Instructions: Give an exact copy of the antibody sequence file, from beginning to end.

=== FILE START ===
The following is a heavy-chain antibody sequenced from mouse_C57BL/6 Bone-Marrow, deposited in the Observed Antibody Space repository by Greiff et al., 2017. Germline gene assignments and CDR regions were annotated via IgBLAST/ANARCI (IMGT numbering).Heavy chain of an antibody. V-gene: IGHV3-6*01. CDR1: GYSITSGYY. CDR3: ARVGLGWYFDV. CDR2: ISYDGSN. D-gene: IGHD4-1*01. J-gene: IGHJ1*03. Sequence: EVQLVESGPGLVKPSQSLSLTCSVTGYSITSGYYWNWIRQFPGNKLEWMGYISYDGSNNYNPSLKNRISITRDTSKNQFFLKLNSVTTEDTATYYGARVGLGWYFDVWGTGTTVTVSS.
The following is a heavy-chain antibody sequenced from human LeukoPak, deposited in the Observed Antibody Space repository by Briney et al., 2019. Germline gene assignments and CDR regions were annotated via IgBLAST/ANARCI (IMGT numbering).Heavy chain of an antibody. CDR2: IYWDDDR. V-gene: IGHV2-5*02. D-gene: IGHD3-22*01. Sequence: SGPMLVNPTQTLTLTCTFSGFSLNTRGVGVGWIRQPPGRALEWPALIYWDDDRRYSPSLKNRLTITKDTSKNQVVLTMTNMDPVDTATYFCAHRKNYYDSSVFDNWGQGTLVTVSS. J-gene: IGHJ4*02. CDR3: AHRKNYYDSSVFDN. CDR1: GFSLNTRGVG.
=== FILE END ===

The following is a heavy-chain antibody sequenced from mouse_C57BL/6 Bone-Marrow, deposited in the Observed Antibody Space repository by Greiff et al., 2017. Germline gene assignments and CDR regions were annotated via IgBLAST/ANARCI (IMGT numbering).Heavy chain of an antibody. V-gene: IGHV3-6*01. CDR1: GYSITSGYY. CDR3: ARVGLGWYFDV. CDR2: ISYDGSN. D-gene: IGHD4-1*01. J-gene: IGHJ1*03. Sequence: EVQLVESGPGLVKPSQSLSLTCSVTGYSITSGYYWNWIRQFPGNKLEWMGYISYDGSNNYNPSLKNRISITRDTSKNQFFLKLNSVTTEDTATYYGARVGLGWYFDVWGTGTTVTVSS.
The following is a heavy-chain antibody sequenced from human LeukoPak, deposited in the Observed Antibody Space repository by Briney et al., 2019. Germline gene assignments and CDR regions were annotated via IgBLAST/ANARCI (IMGT numbering).Heavy chain of an antibody. CDR2: IYWDDDR. V-gene: IGHV2-5*02. D-gene: IGHD3-22*01. Sequence: SGPMLVNPTQTLTLTCTFSGFSLNTRGVGVGWIRQPPGRALEWPALIYWDDDRRYSPSLKNRLTITKDTSKNQVVLTMTNMDPVDTATYFCAHRKNYYDSSVFDNWGQGTLVTVSS. J-gene: IGHJ4*02. CDR3: AHRKNYYDSSVFDN. CDR1: GFSLNTRGVG.